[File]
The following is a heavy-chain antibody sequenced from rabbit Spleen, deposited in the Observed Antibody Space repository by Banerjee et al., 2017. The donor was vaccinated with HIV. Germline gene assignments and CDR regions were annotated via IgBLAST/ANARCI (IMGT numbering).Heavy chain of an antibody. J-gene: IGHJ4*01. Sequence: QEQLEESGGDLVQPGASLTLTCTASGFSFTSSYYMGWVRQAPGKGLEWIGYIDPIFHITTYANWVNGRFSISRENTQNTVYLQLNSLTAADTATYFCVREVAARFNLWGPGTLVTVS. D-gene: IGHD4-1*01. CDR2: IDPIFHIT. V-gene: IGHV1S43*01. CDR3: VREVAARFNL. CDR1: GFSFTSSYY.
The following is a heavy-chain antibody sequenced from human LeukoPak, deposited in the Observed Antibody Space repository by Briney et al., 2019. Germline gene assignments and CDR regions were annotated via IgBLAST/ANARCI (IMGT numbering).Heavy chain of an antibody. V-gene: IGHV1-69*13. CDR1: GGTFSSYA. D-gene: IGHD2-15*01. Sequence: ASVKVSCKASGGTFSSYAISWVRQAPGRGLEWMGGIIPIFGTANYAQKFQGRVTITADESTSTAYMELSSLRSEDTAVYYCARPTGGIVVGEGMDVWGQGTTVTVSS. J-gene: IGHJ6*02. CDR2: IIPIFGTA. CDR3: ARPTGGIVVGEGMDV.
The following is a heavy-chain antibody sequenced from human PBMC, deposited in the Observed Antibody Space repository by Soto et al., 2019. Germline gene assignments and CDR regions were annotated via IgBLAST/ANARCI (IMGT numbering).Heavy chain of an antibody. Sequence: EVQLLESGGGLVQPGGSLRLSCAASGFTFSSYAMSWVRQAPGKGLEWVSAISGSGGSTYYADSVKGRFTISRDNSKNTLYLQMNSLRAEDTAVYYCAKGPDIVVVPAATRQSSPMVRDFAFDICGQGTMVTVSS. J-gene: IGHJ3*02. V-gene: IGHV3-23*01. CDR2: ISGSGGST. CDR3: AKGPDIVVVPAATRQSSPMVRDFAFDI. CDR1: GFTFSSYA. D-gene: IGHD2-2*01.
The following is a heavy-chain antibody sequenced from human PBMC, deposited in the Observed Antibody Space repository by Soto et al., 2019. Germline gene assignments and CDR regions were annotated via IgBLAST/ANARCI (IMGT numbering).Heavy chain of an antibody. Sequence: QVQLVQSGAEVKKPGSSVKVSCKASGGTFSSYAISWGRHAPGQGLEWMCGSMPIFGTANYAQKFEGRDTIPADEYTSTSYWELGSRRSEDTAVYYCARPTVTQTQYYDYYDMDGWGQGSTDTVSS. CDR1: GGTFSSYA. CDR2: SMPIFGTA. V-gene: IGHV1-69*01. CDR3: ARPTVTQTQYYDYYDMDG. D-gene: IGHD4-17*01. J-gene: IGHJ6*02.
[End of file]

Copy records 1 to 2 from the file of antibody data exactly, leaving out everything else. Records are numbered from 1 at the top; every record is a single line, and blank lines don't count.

The following is a heavy-chain antibody sequenced from rabbit Spleen, deposited in the Observed Antibody Space repository by Banerjee et al., 2017. The donor was vaccinated with HIV. Germline gene assignments and CDR regions were annotated via IgBLAST/ANARCI (IMGT numbering).Heavy chain of an antibody. J-gene: IGHJ4*01. Sequence: QEQLEESGGDLVQPGASLTLTCTASGFSFTSSYYMGWVRQAPGKGLEWIGYIDPIFHITTYANWVNGRFSISRENTQNTVYLQLNSLTAADTATYFCVREVAARFNLWGPGTLVTVS. D-gene: IGHD4-1*01. CDR2: IDPIFHIT. V-gene: IGHV1S43*01. CDR3: VREVAARFNL. CDR1: GFSFTSSYY.
The following is a heavy-chain antibody sequenced from human LeukoPak, deposited in the Observed Antibody Space repository by Briney et al., 2019. Germline gene assignments and CDR regions were annotated via IgBLAST/ANARCI (IMGT numbering).Heavy chain of an antibody. V-gene: IGHV1-69*13. CDR1: GGTFSSYA. D-gene: IGHD2-15*01. Sequence: ASVKVSCKASGGTFSSYAISWVRQAPGRGLEWMGGIIPIFGTANYAQKFQGRVTITADESTSTAYMELSSLRSEDTAVYYCARPTGGIVVGEGMDVWGQGTTVTVSS. J-gene: IGHJ6*02. CDR2: IIPIFGTA. CDR3: ARPTGGIVVGEGMDV.